JG: Well, the situation in the US is not so great either. I do not have medical care because I cannot enter doctors’ offices either. Hopefully as awareness grows to the dangers of fragrance and chemical cleaning products, this will change. It is starting to here — parents of autistic children are beginning to request chemical free spaces from their children’s doctors, therapists, and teachers. You might try contacting autism organizations in Holland that understand autism is an environmental illness, and join forces to educate health practitioners. Can you share with us what your biggest goal is with regards to educating others about MCS?
EV: This is my “creed” on educating about MCS: My goal is to bring about more understanding and acceptance and to spread the knowledge about this environmental illness. I hope young people, supplied with the facts, will not end up like me. Had I received this information 10 years ago, I would not have had to live the life of a recluse.
JG: What have you learned — about yourself, others, and life — by getting chemical sensitivity and writing your book?
EV: I have learned that you are stronger and tougher than you think. I studied the impact of positive thinking and experienced firsthand how one’s mindset is very important when it comes to enjoying all the things that are still possible in life and to be able to “be happy” no matter what the circumstance you find yourself in. It is also important to believe strongly that you can one day reach your goals and fulfill your dreams. Focusing on that vision will give you a lot of power and energy!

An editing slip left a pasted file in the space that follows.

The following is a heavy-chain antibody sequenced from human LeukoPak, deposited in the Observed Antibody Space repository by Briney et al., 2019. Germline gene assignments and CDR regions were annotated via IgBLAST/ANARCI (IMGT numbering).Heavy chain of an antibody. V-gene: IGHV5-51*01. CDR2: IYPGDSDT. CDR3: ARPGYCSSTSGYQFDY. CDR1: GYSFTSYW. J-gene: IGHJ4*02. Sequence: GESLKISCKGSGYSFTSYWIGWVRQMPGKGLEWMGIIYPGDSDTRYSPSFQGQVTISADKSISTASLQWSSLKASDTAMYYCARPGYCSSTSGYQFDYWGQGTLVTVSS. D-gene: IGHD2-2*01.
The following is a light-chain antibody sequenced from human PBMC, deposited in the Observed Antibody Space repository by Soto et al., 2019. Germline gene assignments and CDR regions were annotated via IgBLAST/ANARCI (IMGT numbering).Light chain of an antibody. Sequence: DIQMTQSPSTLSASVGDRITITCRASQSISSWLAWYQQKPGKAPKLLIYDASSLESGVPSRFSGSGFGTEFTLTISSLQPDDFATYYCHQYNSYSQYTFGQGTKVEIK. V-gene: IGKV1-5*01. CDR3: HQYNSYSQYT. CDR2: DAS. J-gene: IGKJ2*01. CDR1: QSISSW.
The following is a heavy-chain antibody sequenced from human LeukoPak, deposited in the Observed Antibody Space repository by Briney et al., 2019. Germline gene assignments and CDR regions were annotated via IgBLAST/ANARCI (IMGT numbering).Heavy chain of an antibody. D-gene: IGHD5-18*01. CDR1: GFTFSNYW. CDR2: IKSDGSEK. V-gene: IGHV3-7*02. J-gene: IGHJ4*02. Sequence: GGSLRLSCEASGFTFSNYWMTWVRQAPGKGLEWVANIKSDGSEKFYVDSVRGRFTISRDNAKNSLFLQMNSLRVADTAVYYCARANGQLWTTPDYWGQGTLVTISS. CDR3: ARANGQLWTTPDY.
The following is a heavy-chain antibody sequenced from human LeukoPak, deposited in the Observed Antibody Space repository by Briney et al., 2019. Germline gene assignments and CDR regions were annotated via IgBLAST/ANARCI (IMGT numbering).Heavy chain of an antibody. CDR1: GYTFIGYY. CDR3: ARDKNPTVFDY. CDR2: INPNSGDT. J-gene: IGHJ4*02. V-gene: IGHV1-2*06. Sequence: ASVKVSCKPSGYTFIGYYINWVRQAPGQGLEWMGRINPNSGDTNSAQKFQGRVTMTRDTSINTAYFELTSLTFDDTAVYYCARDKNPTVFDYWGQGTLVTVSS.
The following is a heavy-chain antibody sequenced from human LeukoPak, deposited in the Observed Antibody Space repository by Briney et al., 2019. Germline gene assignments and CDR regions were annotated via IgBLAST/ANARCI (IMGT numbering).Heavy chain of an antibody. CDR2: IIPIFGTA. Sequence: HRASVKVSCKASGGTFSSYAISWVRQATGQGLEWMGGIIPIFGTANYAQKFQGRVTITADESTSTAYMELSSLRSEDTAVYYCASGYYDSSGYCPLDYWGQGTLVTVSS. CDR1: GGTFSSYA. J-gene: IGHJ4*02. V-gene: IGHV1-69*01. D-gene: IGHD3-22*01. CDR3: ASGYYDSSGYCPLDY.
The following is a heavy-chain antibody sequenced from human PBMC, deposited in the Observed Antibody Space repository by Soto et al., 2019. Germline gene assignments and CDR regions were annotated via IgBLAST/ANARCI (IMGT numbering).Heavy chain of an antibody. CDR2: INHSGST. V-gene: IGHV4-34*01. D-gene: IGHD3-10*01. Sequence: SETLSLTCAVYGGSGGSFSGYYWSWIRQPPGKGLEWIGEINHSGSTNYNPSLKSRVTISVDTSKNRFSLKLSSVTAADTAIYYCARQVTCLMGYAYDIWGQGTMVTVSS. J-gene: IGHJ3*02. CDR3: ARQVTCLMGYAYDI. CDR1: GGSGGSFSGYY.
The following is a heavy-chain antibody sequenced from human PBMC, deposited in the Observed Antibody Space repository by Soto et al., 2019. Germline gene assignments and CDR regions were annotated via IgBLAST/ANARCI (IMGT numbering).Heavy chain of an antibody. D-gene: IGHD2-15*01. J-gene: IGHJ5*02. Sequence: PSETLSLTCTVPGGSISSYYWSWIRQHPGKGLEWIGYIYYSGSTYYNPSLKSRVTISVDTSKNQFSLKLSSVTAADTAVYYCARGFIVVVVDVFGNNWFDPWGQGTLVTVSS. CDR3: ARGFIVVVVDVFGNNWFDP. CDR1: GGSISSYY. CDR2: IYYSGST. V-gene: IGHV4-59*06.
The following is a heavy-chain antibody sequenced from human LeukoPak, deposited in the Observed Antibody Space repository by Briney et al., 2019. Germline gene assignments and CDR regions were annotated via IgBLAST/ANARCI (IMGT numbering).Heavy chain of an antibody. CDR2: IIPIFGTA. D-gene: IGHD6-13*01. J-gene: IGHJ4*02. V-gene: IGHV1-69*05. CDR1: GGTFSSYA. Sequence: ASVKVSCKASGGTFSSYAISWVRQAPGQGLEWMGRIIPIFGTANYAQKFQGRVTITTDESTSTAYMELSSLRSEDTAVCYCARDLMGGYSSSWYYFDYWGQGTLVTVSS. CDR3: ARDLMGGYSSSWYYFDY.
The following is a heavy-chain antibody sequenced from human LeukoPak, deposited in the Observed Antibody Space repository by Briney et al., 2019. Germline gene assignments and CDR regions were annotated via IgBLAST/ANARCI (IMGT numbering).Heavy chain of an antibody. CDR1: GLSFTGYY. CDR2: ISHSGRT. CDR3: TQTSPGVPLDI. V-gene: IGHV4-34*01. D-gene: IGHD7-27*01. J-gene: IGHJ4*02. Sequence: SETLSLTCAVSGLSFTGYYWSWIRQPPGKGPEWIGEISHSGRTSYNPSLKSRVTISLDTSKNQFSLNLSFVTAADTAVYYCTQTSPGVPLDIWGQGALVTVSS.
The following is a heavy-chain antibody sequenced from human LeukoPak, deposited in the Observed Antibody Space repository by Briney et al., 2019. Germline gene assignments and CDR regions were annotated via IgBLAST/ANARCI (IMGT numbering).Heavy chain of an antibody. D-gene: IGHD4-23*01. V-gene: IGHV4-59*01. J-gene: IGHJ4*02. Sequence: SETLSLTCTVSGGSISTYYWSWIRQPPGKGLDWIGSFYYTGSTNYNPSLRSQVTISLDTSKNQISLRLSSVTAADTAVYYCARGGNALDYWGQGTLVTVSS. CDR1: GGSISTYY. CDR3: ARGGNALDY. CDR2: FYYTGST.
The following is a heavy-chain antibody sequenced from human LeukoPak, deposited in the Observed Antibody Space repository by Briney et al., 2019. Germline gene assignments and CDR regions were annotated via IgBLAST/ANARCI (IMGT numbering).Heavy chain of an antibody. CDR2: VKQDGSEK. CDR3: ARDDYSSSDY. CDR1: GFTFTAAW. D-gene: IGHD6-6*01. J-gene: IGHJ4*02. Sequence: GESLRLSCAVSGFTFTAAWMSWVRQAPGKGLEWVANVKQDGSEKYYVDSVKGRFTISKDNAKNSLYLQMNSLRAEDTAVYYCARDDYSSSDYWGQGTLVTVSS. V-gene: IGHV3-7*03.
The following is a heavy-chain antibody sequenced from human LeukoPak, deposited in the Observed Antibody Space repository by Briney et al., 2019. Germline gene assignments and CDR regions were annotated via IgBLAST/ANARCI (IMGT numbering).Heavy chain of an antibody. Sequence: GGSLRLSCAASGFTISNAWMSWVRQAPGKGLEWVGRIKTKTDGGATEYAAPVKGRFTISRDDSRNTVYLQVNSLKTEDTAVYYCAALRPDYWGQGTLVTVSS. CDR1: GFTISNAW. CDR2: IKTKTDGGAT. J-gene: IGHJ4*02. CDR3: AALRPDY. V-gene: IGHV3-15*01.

JG: So true, Els. I just heard from a Planet Thrive member who is recovered from being bedridden by CFS and MCS, and she shared the same thing: the importance of believing in your future and never losing sight of it. You mentioned your husband earlier — is he also chemically sensitive?
EV: I am married to a wonderful man for 20 years now, and he is not chemically sensitive at all. Although by living in our non-toxic, chemical free environment he is now much more aware of how people stink and how awful some chemicals and perfumes can be.
JG: I hear that happens with a lot of spouses. How has he dealt with your disability?
EV: Fortunately he has been very good; he never doubted my situation. Sadly, many MCS patients often lose their partners. The fact that my partner supports me 100 percent is a great blessing to my path!
JG: Amen to that! Having a solid support system is so important to our ability to cope well with this traumatic condition. You mentioned before that your family has not been accepting of your illness. Do you mind sharing more about that, as this is a challenge many of us face.